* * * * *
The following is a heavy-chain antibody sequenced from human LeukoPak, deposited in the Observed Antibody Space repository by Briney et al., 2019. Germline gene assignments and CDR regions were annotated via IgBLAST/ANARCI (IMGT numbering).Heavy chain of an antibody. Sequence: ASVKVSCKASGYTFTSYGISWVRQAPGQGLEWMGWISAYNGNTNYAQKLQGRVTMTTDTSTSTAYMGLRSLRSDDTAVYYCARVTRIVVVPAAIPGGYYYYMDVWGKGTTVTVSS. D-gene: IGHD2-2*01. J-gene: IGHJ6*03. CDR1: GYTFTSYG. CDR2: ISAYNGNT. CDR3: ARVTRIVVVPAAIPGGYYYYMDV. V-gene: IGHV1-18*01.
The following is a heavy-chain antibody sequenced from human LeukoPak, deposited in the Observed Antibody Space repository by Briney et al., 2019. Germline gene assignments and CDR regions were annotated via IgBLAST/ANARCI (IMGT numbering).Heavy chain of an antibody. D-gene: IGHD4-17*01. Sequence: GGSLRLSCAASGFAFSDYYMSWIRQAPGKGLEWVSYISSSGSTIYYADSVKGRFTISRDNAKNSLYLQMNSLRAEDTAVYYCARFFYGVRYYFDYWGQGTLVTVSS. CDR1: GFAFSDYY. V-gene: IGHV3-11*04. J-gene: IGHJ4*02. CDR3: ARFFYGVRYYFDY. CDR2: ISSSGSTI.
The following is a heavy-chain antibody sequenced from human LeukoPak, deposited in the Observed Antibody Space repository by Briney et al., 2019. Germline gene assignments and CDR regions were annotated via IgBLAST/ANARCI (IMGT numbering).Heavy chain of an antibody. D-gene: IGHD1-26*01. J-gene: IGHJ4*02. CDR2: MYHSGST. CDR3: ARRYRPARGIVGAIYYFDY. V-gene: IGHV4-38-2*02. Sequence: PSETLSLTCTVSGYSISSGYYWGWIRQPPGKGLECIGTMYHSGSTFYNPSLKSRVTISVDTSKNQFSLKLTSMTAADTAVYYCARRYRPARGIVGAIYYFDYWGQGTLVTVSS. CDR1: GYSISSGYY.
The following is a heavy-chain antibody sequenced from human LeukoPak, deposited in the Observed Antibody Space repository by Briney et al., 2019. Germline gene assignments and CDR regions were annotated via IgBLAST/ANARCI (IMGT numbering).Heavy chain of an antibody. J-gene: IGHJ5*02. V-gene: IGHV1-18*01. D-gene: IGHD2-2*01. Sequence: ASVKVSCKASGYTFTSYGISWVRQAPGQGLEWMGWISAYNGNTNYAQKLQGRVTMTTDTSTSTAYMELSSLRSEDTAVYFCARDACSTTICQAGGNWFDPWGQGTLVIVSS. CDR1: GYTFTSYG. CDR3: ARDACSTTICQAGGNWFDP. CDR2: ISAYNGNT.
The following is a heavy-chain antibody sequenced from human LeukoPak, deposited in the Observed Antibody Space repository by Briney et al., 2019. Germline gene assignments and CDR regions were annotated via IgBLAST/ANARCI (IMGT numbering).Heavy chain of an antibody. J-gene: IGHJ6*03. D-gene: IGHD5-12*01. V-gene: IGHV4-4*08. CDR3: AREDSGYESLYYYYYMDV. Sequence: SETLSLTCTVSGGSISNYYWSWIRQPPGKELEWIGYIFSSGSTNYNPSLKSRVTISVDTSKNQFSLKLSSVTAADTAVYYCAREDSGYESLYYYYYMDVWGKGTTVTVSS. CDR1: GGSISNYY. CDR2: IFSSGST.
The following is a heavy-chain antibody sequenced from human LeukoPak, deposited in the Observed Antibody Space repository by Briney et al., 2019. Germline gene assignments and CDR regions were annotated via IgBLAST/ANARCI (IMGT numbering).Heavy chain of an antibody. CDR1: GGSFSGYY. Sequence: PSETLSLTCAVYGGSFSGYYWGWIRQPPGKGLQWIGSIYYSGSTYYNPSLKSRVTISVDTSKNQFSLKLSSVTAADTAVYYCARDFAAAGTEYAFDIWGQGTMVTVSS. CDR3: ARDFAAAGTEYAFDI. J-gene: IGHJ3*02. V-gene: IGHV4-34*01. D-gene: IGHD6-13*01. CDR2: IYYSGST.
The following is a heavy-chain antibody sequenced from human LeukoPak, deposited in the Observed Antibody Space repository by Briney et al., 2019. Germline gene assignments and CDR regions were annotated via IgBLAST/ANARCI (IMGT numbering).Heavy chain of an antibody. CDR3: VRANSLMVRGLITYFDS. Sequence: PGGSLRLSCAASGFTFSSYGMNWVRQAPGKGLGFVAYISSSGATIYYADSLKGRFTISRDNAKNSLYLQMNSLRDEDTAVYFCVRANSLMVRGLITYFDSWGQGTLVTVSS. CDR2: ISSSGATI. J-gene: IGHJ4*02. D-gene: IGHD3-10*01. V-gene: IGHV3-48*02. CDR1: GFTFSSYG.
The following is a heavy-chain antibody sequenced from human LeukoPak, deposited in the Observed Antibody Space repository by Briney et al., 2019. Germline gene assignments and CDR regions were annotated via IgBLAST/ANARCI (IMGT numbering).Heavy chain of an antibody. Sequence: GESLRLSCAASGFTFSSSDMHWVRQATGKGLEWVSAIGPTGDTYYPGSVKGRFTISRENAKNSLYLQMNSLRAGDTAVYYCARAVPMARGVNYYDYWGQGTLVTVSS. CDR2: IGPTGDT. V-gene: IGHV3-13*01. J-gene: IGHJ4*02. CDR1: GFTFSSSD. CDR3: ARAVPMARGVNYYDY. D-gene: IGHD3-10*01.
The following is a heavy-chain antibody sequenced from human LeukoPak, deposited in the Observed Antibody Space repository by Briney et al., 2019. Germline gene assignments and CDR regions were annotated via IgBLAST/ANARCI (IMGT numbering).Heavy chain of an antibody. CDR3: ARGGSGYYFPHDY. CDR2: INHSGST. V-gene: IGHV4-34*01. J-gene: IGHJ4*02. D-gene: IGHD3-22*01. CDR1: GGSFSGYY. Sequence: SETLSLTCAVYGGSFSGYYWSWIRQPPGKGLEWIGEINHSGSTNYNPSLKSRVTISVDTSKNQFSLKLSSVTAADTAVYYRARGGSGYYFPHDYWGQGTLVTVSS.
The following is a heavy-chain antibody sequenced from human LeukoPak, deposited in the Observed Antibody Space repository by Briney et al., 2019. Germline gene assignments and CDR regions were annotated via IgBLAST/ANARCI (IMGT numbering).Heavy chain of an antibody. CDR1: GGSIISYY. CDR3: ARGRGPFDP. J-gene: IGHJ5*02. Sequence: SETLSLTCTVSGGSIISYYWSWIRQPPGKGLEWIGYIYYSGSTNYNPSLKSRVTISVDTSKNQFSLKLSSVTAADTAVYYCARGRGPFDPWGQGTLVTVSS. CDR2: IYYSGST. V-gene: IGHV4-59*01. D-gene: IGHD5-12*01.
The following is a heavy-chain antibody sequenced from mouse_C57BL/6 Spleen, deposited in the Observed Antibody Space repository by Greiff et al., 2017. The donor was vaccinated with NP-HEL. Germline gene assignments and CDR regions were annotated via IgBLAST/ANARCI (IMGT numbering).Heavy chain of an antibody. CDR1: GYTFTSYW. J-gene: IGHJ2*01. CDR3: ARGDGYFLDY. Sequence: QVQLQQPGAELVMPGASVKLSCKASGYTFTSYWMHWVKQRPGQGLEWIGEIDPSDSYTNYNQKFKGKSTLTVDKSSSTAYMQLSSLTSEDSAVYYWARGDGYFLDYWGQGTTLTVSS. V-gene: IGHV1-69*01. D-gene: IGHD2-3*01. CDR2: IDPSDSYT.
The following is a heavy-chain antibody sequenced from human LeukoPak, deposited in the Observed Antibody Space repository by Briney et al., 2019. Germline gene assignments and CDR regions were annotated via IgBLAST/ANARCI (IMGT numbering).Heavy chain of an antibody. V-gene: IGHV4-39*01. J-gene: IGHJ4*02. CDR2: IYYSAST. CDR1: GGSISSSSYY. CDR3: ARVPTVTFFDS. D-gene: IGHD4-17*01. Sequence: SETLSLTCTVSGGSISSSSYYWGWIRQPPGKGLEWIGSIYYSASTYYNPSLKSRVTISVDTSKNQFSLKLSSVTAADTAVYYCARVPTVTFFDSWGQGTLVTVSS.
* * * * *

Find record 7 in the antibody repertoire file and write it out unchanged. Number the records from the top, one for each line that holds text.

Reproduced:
The following is a heavy-chain antibody sequenced from human LeukoPak, deposited in the Observed Antibody Space repository by Briney et al., 2019. Germline gene assignments and CDR regions were annotated via IgBLAST/ANARCI (IMGT numbering).Heavy chain of an antibody. CDR3: VRANSLMVRGLITYFDS. Sequence: PGGSLRLSCAASGFTFSSYGMNWVRQAPGKGLGFVAYISSSGATIYYADSLKGRFTISRDNAKNSLYLQMNSLRDEDTAVYFCVRANSLMVRGLITYFDSWGQGTLVTVSS. CDR2: ISSSGATI. J-gene: IGHJ4*02. D-gene: IGHD3-10*01. V-gene: IGHV3-48*02. CDR1: GFTFSSYG.